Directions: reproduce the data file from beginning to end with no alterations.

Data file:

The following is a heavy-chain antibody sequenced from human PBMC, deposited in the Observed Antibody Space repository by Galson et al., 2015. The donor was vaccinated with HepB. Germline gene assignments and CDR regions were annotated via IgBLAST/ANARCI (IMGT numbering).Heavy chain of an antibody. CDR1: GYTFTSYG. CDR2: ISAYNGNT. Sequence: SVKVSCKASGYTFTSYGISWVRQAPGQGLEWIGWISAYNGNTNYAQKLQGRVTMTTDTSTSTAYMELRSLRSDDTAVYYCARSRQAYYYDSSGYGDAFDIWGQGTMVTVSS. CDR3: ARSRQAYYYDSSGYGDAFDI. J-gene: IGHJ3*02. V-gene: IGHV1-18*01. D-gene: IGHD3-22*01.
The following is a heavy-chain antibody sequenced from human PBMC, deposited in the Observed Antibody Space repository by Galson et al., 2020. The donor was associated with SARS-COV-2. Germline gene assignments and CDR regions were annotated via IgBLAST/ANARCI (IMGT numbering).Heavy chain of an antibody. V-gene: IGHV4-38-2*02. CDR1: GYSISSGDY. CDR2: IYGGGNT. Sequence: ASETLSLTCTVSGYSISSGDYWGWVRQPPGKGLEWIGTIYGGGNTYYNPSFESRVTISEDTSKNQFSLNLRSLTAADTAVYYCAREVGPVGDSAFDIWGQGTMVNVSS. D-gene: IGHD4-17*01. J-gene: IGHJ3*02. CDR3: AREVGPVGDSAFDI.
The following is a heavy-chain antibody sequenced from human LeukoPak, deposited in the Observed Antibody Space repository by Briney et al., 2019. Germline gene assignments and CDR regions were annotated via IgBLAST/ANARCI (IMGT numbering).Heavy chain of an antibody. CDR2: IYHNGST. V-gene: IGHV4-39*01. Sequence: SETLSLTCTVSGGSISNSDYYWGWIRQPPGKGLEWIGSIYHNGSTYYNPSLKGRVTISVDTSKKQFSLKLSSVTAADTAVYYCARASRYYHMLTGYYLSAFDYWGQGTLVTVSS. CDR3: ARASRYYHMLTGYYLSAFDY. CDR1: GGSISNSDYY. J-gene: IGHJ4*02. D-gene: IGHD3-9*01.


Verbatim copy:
The following is a heavy-chain antibody sequenced from human PBMC, deposited in the Observed Antibody Space repository by Galson et al., 2015. The donor was vaccinated with HepB. Germline gene assignments and CDR regions were annotated via IgBLAST/ANARCI (IMGT numbering).Heavy chain of an antibody. CDR1: GYTFTSYG. CDR2: ISAYNGNT. Sequence: SVKVSCKASGYTFTSYGISWVRQAPGQGLEWIGWISAYNGNTNYAQKLQGRVTMTTDTSTSTAYMELRSLRSDDTAVYYCARSRQAYYYDSSGYGDAFDIWGQGTMVTVSS. CDR3: ARSRQAYYYDSSGYGDAFDI. J-gene: IGHJ3*02. V-gene: IGHV1-18*01. D-gene: IGHD3-22*01.
The following is a heavy-chain antibody sequenced from human PBMC, deposited in the Observed Antibody Space repository by Galson et al., 2020. The donor was associated with SARS-COV-2. Germline gene assignments and CDR regions were annotated via IgBLAST/ANARCI (IMGT numbering).Heavy chain of an antibody. V-gene: IGHV4-38-2*02. CDR1: GYSISSGDY. CDR2: IYGGGNT. Sequence: ASETLSLTCTVSGYSISSGDYWGWVRQPPGKGLEWIGTIYGGGNTYYNPSFESRVTISEDTSKNQFSLNLRSLTAADTAVYYCAREVGPVGDSAFDIWGQGTMVNVSS. D-gene: IGHD4-17*01. J-gene: IGHJ3*02. CDR3: AREVGPVGDSAFDI.
The following is a heavy-chain antibody sequenced from human LeukoPak, deposited in the Observed Antibody Space repository by Briney et al., 2019. Germline gene assignments and CDR regions were annotated via IgBLAST/ANARCI (IMGT numbering).Heavy chain of an antibody. CDR2: IYHNGST. V-gene: IGHV4-39*01. Sequence: SETLSLTCTVSGGSISNSDYYWGWIRQPPGKGLEWIGSIYHNGSTYYNPSLKGRVTISVDTSKKQFSLKLSSVTAADTAVYYCARASRYYHMLTGYYLSAFDYWGQGTLVTVSS. CDR3: ARASRYYHMLTGYYLSAFDY. CDR1: GGSISNSDYY. J-gene: IGHJ4*02. D-gene: IGHD3-9*01.